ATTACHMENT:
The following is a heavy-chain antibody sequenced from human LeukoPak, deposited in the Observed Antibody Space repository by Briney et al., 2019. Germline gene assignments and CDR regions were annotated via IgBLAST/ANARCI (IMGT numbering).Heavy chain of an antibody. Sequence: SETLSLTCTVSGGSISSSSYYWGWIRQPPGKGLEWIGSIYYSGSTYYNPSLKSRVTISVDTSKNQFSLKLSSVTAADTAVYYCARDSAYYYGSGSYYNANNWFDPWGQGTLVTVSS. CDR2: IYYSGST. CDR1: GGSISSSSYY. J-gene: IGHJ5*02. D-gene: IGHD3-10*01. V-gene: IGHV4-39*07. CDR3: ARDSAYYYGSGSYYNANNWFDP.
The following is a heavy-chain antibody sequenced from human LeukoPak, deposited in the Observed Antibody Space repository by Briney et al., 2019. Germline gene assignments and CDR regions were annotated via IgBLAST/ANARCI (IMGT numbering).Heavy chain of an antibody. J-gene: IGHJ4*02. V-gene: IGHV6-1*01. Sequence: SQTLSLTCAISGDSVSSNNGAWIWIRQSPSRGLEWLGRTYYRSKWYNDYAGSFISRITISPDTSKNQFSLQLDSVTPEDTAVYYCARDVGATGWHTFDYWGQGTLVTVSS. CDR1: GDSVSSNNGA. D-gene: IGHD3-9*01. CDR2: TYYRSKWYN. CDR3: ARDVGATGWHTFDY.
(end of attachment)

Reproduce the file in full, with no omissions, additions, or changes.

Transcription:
The following is a heavy-chain antibody sequenced from human LeukoPak, deposited in the Observed Antibody Space repository by Briney et al., 2019. Germline gene assignments and CDR regions were annotated via IgBLAST/ANARCI (IMGT numbering).Heavy chain of an antibody. Sequence: SETLSLTCTVSGGSISSSSYYWGWIRQPPGKGLEWIGSIYYSGSTYYNPSLKSRVTISVDTSKNQFSLKLSSVTAADTAVYYCARDSAYYYGSGSYYNANNWFDPWGQGTLVTVSS. CDR2: IYYSGST. CDR1: GGSISSSSYY. J-gene: IGHJ5*02. D-gene: IGHD3-10*01. V-gene: IGHV4-39*07. CDR3: ARDSAYYYGSGSYYNANNWFDP.
The following is a heavy-chain antibody sequenced from human LeukoPak, deposited in the Observed Antibody Space repository by Briney et al., 2019. Germline gene assignments and CDR regions were annotated via IgBLAST/ANARCI (IMGT numbering).Heavy chain of an antibody. J-gene: IGHJ4*02. V-gene: IGHV6-1*01. Sequence: SQTLSLTCAISGDSVSSNNGAWIWIRQSPSRGLEWLGRTYYRSKWYNDYAGSFISRITISPDTSKNQFSLQLDSVTPEDTAVYYCARDVGATGWHTFDYWGQGTLVTVSS. CDR1: GDSVSSNNGA. D-gene: IGHD3-9*01. CDR2: TYYRSKWYN. CDR3: ARDVGATGWHTFDY.